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Deferred Action for Childhood Arrivals | LegalMatch Law Library

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What is Deferred Action for Childhood Arrivals (DACA)?

In 2012, the federal government implemented DACA, a legal act, for persons who came to the United States as children and meet certain criteria. DACA provides deferred action for two years and can be renewed thereafter.

Deferred action is a form of prosecutorial discretion in which undocumented immigrants are not removed from the U.S. or deported during the time they qualify for the deferred action. If a person qualifies for relief under DACA they may be eligible for work authorization but the relief does not provide lawful status in the U.S. So DACA is not a pathway to permanent residency or U.S. citizenship.

Recent Changes to DACA

In September 2017, the DACA act was rescinded by Congress, however, a recent injunction in January 2018 by a federal court order has allowed the United States Citizenship and Immigration Service (USCIS) to continue to receive petitions from person renewing their DACA status.

As a result of the rescission by Congress, Persons petitioning for the first time will not be considered until further notice by a federal court or until Congress reenacts DACA.

Who is Eligible for DACA?

As a result of the changes made in 2017, the USCIS does not currently accept petitions from new applicants. Only person who have previously been approved for the deferred action may renew their petition.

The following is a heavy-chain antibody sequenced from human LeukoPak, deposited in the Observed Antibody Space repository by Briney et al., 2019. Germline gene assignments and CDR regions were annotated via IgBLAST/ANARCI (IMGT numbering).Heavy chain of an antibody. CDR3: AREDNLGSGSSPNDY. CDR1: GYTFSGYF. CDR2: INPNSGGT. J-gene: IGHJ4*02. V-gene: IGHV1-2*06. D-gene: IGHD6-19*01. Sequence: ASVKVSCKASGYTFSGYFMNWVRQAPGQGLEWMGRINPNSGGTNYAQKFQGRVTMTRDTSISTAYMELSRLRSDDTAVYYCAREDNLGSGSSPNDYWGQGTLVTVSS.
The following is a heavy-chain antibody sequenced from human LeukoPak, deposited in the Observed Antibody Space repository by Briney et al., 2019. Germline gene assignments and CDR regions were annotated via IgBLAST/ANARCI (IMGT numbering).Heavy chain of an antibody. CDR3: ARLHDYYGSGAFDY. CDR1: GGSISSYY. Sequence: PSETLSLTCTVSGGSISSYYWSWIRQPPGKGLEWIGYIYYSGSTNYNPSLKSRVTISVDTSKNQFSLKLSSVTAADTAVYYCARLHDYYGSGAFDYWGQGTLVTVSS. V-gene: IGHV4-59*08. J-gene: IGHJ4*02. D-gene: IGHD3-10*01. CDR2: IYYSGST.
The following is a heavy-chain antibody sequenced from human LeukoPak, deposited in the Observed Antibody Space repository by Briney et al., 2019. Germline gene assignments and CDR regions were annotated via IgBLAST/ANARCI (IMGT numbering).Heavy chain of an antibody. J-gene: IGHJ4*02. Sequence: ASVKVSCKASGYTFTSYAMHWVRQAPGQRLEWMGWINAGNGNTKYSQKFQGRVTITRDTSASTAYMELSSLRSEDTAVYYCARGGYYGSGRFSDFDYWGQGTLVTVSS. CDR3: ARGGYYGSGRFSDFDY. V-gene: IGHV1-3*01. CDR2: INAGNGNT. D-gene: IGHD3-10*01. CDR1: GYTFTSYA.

Eligibility requires the following:

  1. The petitioner came to the United States before reaching their 16th birthday.
  2. They have continuously resided in the United States since June 15, 2007, up to the time they are applying for the deferred action.
  3. They were physically present in the United States on June 15, 2012 as well as the time they apply for the deferred action.
  4. The person had no lawful status on June 15, 2012.
  5. The person must not pose a threat to national security or public safety.
    1. In determining whether the person poses a threat, a person convicted of a felony, a significant misdemeanor, or convicted of three or more other misdemeanors disqualifies the applicant.
  6. One of the following statuses must apply to the petitioner:
    1. Currently in school;
    2. Graduated or obtained a certificate of completion from high school;
    3. Have obtained a general education development (GED) certificate; and/or
    4. Is an honorably discharged veteran of the Coast Guard or Armed Forces of the United States.

How Do I Apply for DACA?

As of January 2018, only persons seeking renewal of their deferred action status may apply. In applying, several documents may be required to prove one’s identity and presence in the U.S. After compiling these documents, follow these steps:

  1. Complete USCIS Form I-765, I-765 Worksheet, and I-821D.
  2. Submit the forms by mail, including fees (as of February 2018, a total of $465).
  3. Schedule and complete a biometrics appointment at your local USCIS application center.

Do I Need a Lawyer to Apply for DACA?

Immigration laws frequently change in the United States and the DACA program is currently undergoing changes. Thus, a qualified immigration lawyer is recommended in assisting you with your DACA petition and any other immigration options that may be available to you.

Photo of page author Lauren Wallace

, LegalMatch Legal Writer and Attorney at Law

Last Modified: 05-23-2018 02:03 AM PDT

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